There have been 49 murders in Charlotte in 2017 – more than double the amount compared to this time last year.
In this story, WFAE’s Sarah Delia takes us to an area in North Charlotte where there have been 10 murders this year. She shadowed police officers as they patrolled by car and by foot, and spoke to residents they came across.
Before you start walking the North Tryon beat—you have to drive to the heart of it.
Lt. Michael Abbondanza drives towards a 7-11 that’s on the corner of Sugar Creek and Reagan Dr. It’s an intersection surrounded by rundown motels and fast food restaurants—lots of quick stops for people before they jump up on or off I-85. It’s an area that’s historically had problems with drugs and prostitution.
Abbondanza says covering this area can get to officers.
"Assaults, domestics, people shooting each other or stabbing each other for what you and I would consider to be no good reason," he says. "They are solving differences with guns and knives now instead of hands and fists."
He says it's important to walk this beat because there is more interaction with the public.
Officers Matthew Epolito and Casey Shue head towards a McDonald's parking lot where a group of people are by a car with trash bags of clothes. And they tense up when they see the officers approach them. After an initial moment of tension, the group makes small talk with the cops.
A 28-year-old women who goes by Ash, talks in vague terms about the homicides in the city but does say the uptick in murders is effecting the community.
"I don't understand what's going on with these people down here. They'll take your last dollar from you and look at you and smile," she says. "And then walk past you the same day. So that's kind of scary."
That was a common response. People in the community know homicides are increasing and know it’s a problem and feel uneasy. But no one wants to talk about what’s at the root of it. Maybe it's because they are uncomfortable talking to cops, maybe it’s because they don’t know the reason why, maybe it’s a little bit of both.
At the end of the conversation the group thanks the police for stopping and tells them to stay safe.
Officer Shue says the number of homicides is frustrating.
"As our numbers keep rising it makes us feel defeated in what we’re doing, if it's is it not enough or what more could we do," she said.
Which is part of the reason they’re out walking.
The officers approach two males on the sidewalk on Reagan Drive. Jerry White is wearing a white tank top and jeans and sits in a wheelchair. The guy next time just wants to go by Rocky, the officers are familiar with the two.
Rocky is a young guy with small scars on his face. He’s skeptical that cops walking the North Tryon beat will make that big of a difference. And he points out having more cops in the area is bad for his business—although he doesn’t say exactly what his business is. Plus, crime will still happen he says, it might just get pushed to another neighborhood.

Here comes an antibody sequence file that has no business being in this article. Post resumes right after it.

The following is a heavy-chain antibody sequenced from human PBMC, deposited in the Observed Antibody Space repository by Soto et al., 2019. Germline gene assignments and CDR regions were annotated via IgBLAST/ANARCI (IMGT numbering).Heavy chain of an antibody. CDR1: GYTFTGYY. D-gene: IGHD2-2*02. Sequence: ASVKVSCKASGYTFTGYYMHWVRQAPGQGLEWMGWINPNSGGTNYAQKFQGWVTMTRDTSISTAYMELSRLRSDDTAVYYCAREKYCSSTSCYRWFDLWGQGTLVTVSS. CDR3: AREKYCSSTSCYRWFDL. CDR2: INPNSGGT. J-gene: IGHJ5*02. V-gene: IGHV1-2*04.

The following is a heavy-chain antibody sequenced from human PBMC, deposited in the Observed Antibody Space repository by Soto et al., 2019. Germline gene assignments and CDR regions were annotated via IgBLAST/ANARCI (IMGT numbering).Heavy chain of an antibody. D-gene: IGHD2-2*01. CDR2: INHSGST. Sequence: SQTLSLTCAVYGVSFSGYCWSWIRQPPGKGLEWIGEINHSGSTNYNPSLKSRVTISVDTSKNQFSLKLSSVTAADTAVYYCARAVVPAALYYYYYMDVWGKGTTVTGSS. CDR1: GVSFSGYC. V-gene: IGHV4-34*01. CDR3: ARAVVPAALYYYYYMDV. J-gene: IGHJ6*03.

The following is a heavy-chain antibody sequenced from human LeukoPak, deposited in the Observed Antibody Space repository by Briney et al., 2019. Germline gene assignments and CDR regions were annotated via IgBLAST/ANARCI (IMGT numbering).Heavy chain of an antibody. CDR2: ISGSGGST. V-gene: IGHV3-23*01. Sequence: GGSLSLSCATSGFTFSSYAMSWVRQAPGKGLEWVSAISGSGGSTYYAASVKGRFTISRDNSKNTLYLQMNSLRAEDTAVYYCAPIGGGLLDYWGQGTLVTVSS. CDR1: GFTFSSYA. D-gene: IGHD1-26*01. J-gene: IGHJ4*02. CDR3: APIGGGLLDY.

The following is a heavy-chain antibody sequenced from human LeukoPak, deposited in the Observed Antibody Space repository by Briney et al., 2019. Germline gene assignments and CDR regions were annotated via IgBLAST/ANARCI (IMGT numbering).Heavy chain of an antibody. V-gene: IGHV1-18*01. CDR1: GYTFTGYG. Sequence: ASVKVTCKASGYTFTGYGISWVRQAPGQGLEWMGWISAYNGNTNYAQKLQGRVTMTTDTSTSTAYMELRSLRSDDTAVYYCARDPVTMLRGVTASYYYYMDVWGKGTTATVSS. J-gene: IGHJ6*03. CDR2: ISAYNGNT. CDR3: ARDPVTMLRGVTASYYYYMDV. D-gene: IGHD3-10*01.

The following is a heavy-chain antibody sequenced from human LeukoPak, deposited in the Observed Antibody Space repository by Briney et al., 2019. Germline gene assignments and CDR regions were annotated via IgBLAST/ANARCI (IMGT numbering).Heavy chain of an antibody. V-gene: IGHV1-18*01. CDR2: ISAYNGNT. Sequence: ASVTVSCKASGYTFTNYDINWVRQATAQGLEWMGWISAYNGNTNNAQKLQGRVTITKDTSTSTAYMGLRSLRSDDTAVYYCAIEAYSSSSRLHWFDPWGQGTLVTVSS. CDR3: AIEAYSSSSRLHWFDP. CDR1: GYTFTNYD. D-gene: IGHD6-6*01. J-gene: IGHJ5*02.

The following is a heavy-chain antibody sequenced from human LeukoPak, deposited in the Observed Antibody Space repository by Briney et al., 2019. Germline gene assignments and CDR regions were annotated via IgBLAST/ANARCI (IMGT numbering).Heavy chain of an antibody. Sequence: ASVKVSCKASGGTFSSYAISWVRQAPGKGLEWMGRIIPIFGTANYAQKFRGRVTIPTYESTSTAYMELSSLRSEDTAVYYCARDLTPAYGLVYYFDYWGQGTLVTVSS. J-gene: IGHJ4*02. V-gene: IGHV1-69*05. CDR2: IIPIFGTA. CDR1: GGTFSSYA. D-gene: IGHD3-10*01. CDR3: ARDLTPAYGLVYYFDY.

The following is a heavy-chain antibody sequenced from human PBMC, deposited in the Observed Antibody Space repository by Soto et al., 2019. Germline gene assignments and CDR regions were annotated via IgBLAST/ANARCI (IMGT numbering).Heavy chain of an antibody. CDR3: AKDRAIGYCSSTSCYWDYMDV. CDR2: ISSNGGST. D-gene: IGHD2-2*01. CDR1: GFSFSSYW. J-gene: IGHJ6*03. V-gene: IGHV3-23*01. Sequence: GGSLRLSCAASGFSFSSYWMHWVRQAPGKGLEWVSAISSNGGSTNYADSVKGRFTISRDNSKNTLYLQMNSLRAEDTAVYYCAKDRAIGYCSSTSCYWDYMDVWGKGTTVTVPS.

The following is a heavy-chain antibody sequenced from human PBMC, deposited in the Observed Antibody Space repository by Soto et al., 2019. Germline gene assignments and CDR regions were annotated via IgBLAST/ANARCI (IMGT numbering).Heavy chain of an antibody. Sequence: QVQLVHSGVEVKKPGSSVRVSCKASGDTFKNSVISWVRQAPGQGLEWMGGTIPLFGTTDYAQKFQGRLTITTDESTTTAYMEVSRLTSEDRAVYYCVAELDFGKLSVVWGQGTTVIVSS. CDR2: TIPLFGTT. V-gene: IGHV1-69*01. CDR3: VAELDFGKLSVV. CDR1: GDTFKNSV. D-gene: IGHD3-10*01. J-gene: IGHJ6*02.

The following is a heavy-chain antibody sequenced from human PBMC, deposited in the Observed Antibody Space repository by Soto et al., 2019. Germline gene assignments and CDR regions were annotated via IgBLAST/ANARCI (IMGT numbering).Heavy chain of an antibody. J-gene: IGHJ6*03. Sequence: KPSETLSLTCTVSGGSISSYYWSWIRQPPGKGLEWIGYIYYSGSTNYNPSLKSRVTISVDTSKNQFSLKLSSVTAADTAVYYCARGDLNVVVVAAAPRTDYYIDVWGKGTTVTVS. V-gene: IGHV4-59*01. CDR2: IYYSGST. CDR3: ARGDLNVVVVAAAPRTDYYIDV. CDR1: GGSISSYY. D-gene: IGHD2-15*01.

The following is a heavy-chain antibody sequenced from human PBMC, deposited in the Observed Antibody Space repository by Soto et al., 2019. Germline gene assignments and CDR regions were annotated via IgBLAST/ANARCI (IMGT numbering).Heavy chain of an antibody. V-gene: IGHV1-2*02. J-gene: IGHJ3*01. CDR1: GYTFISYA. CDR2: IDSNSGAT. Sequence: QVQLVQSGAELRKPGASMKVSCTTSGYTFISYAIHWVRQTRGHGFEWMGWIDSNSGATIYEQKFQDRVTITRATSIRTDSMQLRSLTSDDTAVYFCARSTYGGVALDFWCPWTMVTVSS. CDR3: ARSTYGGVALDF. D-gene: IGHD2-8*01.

When asked about the increase in homicides Jerry jumps in, and then Rocky who’s more vocal.
"People worry about it everyday," said Rocky. But at the same time you stay out of other people business and you keep your nose clean and you don't have to worry about any smoke coming your way."
The rest of the patrol includes stopping at gas stations, walking the parking lot of a plasma center, and banning a man who from a restaurant he’s repeatedly disturbed.
Back in the car with Lt. Abbondanza, he refers to the two beat cops as “young jedis.” In his more senior role, his job is to make sure they have everything they need to stay safe. The most important tool he says pointing to his head is the one they already have.
"Going to these violent crimes those kind of things...I don't necessarily want them... they don't need to be emotional, they need to do their job which is make sure we're safe, make sure everyone else is safe," Abbondanza says.
He points out it doesn't get easier to go on homicide calls.
Both Officer Shue and Epolito say outside of work they spend time with family and hang out with fellow officers to help process working in a violent area.
"It's not that it doesn't affect us, I've got officers who are friends who've had nightmares about things. Usually with children it'll stick with you a little more," said Epolito.
"Obviously the person who is murdered is the victim but the family is also. The family is the one, when you see that, that bothers me more than having to stand the body," said Shue. "The reactions of the living..seeing their pain and their grief.
And that’s where we’ll pick up tomorrow morning when we hear from the family of Jabari Stewart. He was murdered on January 4th. And his family still trying to figure out what to do with their grief.